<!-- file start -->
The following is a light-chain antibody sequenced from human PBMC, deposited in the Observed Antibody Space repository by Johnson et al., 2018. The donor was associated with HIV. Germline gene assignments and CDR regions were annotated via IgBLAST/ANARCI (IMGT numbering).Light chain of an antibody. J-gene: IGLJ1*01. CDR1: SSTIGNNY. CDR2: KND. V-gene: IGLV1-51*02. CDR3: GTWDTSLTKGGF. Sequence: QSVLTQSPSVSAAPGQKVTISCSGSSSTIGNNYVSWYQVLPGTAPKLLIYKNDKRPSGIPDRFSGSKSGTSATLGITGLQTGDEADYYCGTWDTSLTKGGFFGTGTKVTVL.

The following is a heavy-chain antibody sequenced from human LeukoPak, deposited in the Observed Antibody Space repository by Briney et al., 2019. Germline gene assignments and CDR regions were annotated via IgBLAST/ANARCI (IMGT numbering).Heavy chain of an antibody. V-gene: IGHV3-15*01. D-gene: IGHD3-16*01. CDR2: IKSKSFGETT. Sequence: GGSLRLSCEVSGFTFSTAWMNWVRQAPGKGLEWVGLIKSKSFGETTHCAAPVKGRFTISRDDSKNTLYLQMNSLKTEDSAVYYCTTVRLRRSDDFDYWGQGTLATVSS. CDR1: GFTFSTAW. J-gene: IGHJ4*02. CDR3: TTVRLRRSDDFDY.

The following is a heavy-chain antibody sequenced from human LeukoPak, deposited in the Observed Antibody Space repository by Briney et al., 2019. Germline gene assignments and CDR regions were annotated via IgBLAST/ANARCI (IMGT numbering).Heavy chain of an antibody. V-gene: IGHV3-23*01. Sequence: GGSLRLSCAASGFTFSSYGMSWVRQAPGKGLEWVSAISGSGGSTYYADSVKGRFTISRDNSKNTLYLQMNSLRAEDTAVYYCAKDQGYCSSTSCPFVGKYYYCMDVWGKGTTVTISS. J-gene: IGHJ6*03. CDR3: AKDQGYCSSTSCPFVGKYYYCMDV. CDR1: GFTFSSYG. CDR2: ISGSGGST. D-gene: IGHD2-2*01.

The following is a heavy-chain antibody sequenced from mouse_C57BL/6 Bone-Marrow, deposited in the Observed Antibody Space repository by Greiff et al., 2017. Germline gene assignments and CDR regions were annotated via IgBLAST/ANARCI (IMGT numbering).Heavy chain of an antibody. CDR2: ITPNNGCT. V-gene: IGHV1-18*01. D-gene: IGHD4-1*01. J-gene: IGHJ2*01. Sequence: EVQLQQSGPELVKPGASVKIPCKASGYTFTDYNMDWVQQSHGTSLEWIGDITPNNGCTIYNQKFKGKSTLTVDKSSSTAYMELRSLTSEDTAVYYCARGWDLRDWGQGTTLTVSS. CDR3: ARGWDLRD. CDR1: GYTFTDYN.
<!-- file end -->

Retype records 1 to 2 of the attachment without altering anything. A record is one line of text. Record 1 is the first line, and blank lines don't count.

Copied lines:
The following is a light-chain antibody sequenced from human PBMC, deposited in the Observed Antibody Space repository by Johnson et al., 2018. The donor was associated with HIV. Germline gene assignments and CDR regions were annotated via IgBLAST/ANARCI (IMGT numbering).Light chain of an antibody. J-gene: IGLJ1*01. CDR1: SSTIGNNY. CDR2: KND. V-gene: IGLV1-51*02. CDR3: GTWDTSLTKGGF. Sequence: QSVLTQSPSVSAAPGQKVTISCSGSSSTIGNNYVSWYQVLPGTAPKLLIYKNDKRPSGIPDRFSGSKSGTSATLGITGLQTGDEADYYCGTWDTSLTKGGFFGTGTKVTVL.

The following is a heavy-chain antibody sequenced from human LeukoPak, deposited in the Observed Antibody Space repository by Briney et al., 2019. Germline gene assignments and CDR regions were annotated via IgBLAST/ANARCI (IMGT numbering).Heavy chain of an antibody. V-gene: IGHV3-15*01. D-gene: IGHD3-16*01. CDR2: IKSKSFGETT. Sequence: GGSLRLSCEVSGFTFSTAWMNWVRQAPGKGLEWVGLIKSKSFGETTHCAAPVKGRFTISRDDSKNTLYLQMNSLKTEDSAVYYCTTVRLRRSDDFDYWGQGTLATVSS. CDR1: GFTFSTAW. J-gene: IGHJ4*02. CDR3: TTVRLRRSDDFDY.